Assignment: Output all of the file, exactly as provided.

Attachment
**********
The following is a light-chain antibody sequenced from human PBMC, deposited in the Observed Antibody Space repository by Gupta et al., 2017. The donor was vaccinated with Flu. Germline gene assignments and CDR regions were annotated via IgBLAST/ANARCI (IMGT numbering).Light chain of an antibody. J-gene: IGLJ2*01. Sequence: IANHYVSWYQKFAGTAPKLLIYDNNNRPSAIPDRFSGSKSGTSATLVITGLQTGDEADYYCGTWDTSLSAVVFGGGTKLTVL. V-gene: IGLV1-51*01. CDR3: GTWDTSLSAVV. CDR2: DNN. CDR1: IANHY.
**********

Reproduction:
The following is a light-chain antibody sequenced from human PBMC, deposited in the Observed Antibody Space repository by Gupta et al., 2017. The donor was vaccinated with Flu. Germline gene assignments and CDR regions were annotated via IgBLAST/ANARCI (IMGT numbering).Light chain of an antibody. J-gene: IGLJ2*01. Sequence: IANHYVSWYQKFAGTAPKLLIYDNNNRPSAIPDRFSGSKSGTSATLVITGLQTGDEADYYCGTWDTSLSAVVFGGGTKLTVL. V-gene: IGLV1-51*01. CDR3: GTWDTSLSAVV. CDR2: DNN. CDR1: IANHY.